The Truth About Natural Wine And Hangovers

Posted: Jan 04, 2021

One year ago, before All This, I was blithely boozing it up with a handful of natural winemakers at Doma?ija Novak in Slovenia when one of them exclaimed, “Thank god these wines are natural—otherwise, we’d be in for a pretty grim day tomorrow!” Everybody erupted in drunken guffaws and nodded in agreement. But I was skeptical: Would I really be headache-free the next day? What could possibly make natural wines less hangover-inducing than their conventional counterparts?

The term natural wine means different things to different people, but the throughlines are organic farming and minimal manipulation in the winery—meaning as few additives, fining agents, and stabilizers as possible chucked into the fermentation vat. Contrast that approach with conventional winemaking, which can legally use up to several hundred non-grape ingredients including sugar, wood chips, artificial flavors, and dyes.

It’s logical to assume that the more “natural” the product, the better it is for you; so, the closer a wine is to pure fermented grape juice, the more digestible it is and the milder the resulting hangover should be. “It’s like Wonder Bread versus sourdough,” said Ilan Saltzman, a sommelier at Bendito Vinos y Vinilos, Madrid’s top natural wine bar. “Most people can digest both with no problem, but there’s a clear winner as to which one is better for you.”

But I needed more than anecdotal evidence to go on, so I started digging. Isabelle Legeron’s Natural Wine offered some intriguing passages. Hangovers, she writes, are all about the liver, which breaks alcohol down into acetaldehyde and acetate, which in turn are excreted through urine or bile. Legeron cites a 2013 study by the University of Rome’s Clinical Nutrition and Nutrigenomic Division of Medicine Faculty that concluded drinking natural wine lowered the amount of acetaldehyde in the blood, giving the liver less work to do and allowing it to flush out toxins at a faster rate. If true, natural wine’s properties could slow down intoxication, resulting in less severe hangovers. (SAVEUR was not able to track down this study, nor could its author be reached for comment.)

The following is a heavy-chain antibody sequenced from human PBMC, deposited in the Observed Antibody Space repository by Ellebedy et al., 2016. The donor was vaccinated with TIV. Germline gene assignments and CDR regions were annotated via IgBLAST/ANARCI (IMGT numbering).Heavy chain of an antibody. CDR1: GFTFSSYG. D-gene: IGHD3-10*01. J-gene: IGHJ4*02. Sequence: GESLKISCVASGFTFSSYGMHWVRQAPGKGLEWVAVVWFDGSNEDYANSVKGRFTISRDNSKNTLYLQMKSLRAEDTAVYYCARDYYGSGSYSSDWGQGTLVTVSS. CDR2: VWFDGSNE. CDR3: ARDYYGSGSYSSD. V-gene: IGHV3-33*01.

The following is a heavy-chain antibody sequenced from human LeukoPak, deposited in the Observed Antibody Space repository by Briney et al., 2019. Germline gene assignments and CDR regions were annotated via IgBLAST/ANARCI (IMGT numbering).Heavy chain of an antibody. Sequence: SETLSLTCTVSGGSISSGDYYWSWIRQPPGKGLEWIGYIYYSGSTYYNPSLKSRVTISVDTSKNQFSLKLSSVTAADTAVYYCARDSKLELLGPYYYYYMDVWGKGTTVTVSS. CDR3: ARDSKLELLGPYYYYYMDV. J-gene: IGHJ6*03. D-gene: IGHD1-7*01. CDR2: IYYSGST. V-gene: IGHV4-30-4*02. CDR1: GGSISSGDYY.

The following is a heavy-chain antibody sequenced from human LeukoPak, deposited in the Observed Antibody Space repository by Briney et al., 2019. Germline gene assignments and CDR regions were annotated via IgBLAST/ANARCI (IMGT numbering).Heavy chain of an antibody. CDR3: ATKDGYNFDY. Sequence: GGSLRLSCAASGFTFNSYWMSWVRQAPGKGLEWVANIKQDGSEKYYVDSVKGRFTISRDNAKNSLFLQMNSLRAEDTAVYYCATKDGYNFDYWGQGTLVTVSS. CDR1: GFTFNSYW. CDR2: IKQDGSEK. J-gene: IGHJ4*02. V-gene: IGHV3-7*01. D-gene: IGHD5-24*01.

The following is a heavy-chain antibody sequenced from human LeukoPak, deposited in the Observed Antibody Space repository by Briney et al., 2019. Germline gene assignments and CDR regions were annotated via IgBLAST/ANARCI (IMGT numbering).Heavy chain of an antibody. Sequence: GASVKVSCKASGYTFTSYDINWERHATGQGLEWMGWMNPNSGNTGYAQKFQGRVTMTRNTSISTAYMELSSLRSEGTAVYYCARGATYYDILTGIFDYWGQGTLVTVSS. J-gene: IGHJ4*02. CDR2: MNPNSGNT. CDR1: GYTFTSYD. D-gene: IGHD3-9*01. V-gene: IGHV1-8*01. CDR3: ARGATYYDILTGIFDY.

Perhaps the most widespread belief about natural wine and hangovers is that sulfites cause headaches and intensify alcohol’s side effects. Since natural wine contains fewer sulfites, drinking it (over conventional wine) should, in theory, make for a milder morning after. Sulfites got a bad rap when “CONTAINS SULFITES” began appearing in all caps on wine labels, like the notorious Surgeon General’s warning on cigarettes. But this labeling policy may have been misguided and not rooted in sound science; in fact, as The Wall Street Journal’s wine columnist, Lettie Teague, reports, it was likely a political ploy by the late U.S. Senator, teetotaler, and segregationist Strom Thurmond to scare people into drinking less alcohol.

By Benjamin Kemper
January 4, 2020

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